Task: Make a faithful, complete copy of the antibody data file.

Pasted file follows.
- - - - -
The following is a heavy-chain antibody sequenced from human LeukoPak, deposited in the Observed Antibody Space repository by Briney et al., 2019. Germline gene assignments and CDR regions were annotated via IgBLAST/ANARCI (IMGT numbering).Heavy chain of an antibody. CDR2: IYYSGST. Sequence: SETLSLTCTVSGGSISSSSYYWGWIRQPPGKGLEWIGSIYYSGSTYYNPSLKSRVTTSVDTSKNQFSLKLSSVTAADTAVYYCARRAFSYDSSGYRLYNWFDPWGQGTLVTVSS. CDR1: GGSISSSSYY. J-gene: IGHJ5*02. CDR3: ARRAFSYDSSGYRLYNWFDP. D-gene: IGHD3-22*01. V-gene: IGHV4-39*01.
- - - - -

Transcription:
The following is a heavy-chain antibody sequenced from human LeukoPak, deposited in the Observed Antibody Space repository by Briney et al., 2019. Germline gene assignments and CDR regions were annotated via IgBLAST/ANARCI (IMGT numbering).Heavy chain of an antibody. CDR2: IYYSGST. Sequence: SETLSLTCTVSGGSISSSSYYWGWIRQPPGKGLEWIGSIYYSGSTYYNPSLKSRVTTSVDTSKNQFSLKLSSVTAADTAVYYCARRAFSYDSSGYRLYNWFDPWGQGTLVTVSS. CDR1: GGSISSSSYY. J-gene: IGHJ5*02. CDR3: ARRAFSYDSSGYRLYNWFDP. D-gene: IGHD3-22*01. V-gene: IGHV4-39*01.